I first saw Body Type live on a Monday night in 2016 at the Newtown Social Club. It was also the last time I would ever attend a gig at that venue. The Social Club, like many other Sydney venues, shut its doors soon after. Another chapter in the story of Sydney’s struggling music scene.
Though while the local music scene seemed to be struggling in one area, it was thriving in another – great local bands like Body Type seemed to be popping up everywhere. Fast forward to 2018 and Sydney finds itself with one of the most unique music communities in the country. Every weekend, Sydney-siders are faced with an “overwhelming” choice of great live bands to go see… and still among them are Body Type.
Since that gig in 2016, the quartet have become one of the city’s favourite live acts. They’re the product of a flourishing Sydney music scene – and to anyone who doubts the quality of Sydney’s musical output, I’d like to direct your attention to the collaborative musical project of Sophie McComish, Annabel Blackman, Georgia Wilkinson-Derums, and Cecil Coleman.
With a debut EP now under their belts, the band are gearing up for a series of launch shows in Sydney and Melbourne. So we caught up with the band to chat about the negative perceptions of Sydney’s music scene, the significance of one particular parking fine, and receiving feedback from Ariel Pink.
Fresh off the release of their debut EP, we caught up with Sydney outfit Body Type to chat about the flourishing Sydney music scene, parking fines and receiving strange pieces of feedback from Ariel Pink.
HAPPY: Congratulations on getting the new EP out!
SOPHIE: Thank you.
HAPPY: You slapped a parking fine on the front cover, so my first question is, whose fine was it? And what were the circumstances that led to it being issued?
CECIL: I was using a car, my friend Lewis’ car. He was away.
ANNABEL: He was away doing that Timothy Winton film, Breathless. No, it was Breath.
CECIL: Yeah, Breath. So we had this car that we were using as a band car, and a weekend adventure car. We were rehearsing at Waywards, back when they allowed bands to rehearse there. We were running late because we normally do 9 – 12 slots. We rushed in, not knowing that you had to have a ticket. We came back out and there was a parking ticket on the dash.
SOPHIE: At this point, we had also been debating band names.
CECIL: Yep, so at this point we were nameless. Well, we had a couple of names…
HAPPY: What were some of your earlier band names?
CECIL: Nope, we’re not going there.
SOPHIE: Georgia And The Dribbles. Fine And The Felonies.
GEORGIE: Lob Before You Dob.
CECIL: So we had this fine and we said: “ok cool, maybe there’s a band name on there.” So I pulled it out the next day when I was at work because I was the one that had to pay it. I was rolling through the names on there, and it came to ‘Body Type’.
SOPHIE: Licence and registration. Model. Body type.
CECIL: And the colour was silver, which of course became one of our later singles.
HAPPY: So there’s actually a lot of significance to this fine…
CECIL: Yeah, and I kept it in my wallet as well, until Annabelle stole it to scan for the EP cover. So she needs to give it back to me. But yeah, it’s always been a lucky token for us. It’s where it all began. I can’t remember the date now, but it was in May of 2016.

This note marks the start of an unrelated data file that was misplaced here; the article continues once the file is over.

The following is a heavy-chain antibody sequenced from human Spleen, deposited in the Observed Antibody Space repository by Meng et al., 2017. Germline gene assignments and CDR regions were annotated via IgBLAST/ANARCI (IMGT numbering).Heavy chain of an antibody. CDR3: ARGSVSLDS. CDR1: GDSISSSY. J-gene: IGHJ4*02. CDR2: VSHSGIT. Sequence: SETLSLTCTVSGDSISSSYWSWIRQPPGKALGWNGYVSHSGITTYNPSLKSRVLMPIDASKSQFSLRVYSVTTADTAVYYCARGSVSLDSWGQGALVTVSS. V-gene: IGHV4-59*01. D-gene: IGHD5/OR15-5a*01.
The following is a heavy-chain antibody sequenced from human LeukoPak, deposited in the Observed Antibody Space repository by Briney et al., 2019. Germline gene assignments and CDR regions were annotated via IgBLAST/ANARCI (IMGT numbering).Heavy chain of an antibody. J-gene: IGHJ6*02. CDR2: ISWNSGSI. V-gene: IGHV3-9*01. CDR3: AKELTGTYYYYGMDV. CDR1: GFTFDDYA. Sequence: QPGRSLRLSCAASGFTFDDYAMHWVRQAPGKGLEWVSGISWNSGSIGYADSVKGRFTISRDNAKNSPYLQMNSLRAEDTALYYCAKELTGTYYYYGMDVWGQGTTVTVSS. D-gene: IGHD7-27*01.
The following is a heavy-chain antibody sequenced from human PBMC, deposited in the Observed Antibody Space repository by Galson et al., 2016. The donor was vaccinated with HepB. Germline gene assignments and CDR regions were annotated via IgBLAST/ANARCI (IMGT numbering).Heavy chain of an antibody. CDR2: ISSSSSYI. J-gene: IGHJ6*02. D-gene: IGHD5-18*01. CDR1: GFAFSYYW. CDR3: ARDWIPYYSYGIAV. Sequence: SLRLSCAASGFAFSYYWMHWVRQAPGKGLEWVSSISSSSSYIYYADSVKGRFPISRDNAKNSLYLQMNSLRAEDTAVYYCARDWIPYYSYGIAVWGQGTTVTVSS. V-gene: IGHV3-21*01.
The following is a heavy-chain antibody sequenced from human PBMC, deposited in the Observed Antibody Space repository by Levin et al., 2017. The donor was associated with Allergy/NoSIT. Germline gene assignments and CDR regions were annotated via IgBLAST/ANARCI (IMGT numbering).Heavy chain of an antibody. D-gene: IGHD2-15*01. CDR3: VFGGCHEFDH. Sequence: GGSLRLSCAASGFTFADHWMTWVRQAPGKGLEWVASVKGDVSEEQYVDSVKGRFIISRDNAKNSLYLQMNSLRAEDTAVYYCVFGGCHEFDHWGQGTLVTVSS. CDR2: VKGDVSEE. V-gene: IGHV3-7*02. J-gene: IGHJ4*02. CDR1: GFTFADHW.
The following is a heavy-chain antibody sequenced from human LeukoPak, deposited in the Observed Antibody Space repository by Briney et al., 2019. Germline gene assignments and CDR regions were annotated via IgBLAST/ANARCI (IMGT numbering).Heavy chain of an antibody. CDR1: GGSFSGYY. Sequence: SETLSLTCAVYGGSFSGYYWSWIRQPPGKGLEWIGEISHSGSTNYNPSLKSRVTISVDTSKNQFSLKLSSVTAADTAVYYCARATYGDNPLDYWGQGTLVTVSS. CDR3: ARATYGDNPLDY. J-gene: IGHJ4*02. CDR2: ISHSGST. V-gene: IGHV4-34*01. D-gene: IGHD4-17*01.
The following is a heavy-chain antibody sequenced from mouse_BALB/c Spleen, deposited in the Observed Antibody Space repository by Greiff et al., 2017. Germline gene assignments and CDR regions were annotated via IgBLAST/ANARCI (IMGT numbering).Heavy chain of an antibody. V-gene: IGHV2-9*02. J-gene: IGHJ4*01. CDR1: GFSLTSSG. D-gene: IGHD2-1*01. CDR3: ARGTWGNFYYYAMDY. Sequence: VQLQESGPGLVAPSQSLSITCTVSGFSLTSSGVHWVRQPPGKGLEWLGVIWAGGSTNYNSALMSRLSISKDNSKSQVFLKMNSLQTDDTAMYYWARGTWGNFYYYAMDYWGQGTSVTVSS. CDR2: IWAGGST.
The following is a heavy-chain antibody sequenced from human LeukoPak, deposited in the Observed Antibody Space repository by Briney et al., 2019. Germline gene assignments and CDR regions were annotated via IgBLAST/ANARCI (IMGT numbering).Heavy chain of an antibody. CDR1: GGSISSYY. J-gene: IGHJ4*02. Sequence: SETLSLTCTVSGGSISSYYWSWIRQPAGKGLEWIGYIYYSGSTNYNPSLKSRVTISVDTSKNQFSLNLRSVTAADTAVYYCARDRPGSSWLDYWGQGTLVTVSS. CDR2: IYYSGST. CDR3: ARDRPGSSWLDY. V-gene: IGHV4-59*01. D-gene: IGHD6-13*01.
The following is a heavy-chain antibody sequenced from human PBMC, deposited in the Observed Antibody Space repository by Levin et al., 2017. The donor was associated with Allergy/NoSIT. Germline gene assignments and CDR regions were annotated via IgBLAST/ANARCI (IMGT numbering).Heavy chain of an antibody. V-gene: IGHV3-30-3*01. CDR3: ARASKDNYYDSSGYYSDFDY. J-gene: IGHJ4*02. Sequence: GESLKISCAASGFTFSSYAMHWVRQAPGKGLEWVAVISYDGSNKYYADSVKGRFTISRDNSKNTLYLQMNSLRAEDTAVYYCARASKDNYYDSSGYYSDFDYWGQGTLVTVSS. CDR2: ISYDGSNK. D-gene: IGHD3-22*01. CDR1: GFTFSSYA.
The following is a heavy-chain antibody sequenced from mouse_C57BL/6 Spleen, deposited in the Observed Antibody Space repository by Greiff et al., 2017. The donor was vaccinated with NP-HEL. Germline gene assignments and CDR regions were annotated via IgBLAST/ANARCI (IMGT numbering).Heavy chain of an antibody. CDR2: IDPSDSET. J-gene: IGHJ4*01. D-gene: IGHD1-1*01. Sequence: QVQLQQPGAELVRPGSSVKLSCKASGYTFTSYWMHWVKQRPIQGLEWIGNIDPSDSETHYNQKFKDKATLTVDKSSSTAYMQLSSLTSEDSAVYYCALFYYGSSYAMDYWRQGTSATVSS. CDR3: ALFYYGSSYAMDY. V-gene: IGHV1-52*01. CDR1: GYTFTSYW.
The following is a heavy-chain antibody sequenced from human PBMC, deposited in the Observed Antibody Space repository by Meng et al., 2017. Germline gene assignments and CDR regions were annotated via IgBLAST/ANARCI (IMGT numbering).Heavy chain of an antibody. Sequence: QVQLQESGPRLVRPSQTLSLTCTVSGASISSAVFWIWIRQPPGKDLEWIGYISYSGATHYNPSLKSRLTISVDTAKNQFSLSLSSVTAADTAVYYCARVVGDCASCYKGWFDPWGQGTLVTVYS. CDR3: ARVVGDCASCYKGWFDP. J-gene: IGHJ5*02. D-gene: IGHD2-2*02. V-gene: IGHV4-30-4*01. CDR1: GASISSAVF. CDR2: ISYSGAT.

HAPPY: Is it true that the first time you guys jammed together was the first time you’d all been in a room together?
ANNABEL: Yeah. Well, I hadn’t met Georgia before we rehearsed.
HAPPY: So how did that jam come about? What brought you all into that room?
GEORGIA: Well the way it came about was, Sophie and Cecil knew each other from when they were living in Sydney at the time. They wanted to start playing together, so they said: “why don’t we jam?” Annabelle was living in a mutual friend’s place, and they needed a bass player.
CECIL: Sophie sent many messages to Georgia asking if she wanted to play bass. Finally, we wrangled her to a Sunday rehearsal. We had rice paper rolls afterwards.
SOPHIE: Cecil’s memory is shit-hot. It’s so good.
CECIL: We made the rice paper rolls afterwards at my old house.
GEORGIA: I remember that actually. But yeah, that jam would’ve been the first time we’d all hung out. How strange is that?
HAPPY: From what I’ve read, Body Type was the first time you’d all been in a band. Then Ludlow came out and it was a really good song… so what musical experience did you all have before joining this band?
GEORGIA: I want to start off by saying that I have listened to all these women’s musical capabilities, and I am always blown away. I played in a band as a twelve-year-old, but this was my pretty much my first time in a band. Any time I hear one of them pick up a guitar, it seems like there’s been a lot of experience. I mean, Annabelle’s classically trained, and everyone plays the piano really well.
CECIL: G was a shit-hot kid in a cool rock n’ roll band. [To Gerogia] You were a cool rock n’ roll kid. Sophie and I played the piano in school.
SOPHIE: Post-concert band.
CECIL: Yeah, post-concert band vibe. Once you learn an instrument it always makes it a little easier to pick something else up. And I guess that’s where we were all at. Each of us had guitars or had aspirations to learn something. I always wanted to learn drums.
GEORGIE: And it’s a strange thing, learning a new instrument. I’m starting to play guitar a bit more now, which is completely different from bass. So I can’t imagine how it was for you guys…
HAPPY: So you all learnt new instruments for this band?
CECIL: Yeah, well I had always wanted to learn drums, but only learnt properly once I joined the band. I over analyse when it comes to music, so I guess having drums in front of me is a lot easier than having notes. It’s nice just hitting things.
ANNABEL: That said, the way Cecil writes her parts is almost like another melodic instrument in the band. They’re really intricate, and like any good drummer, she listens.
CECIL: Thanks man.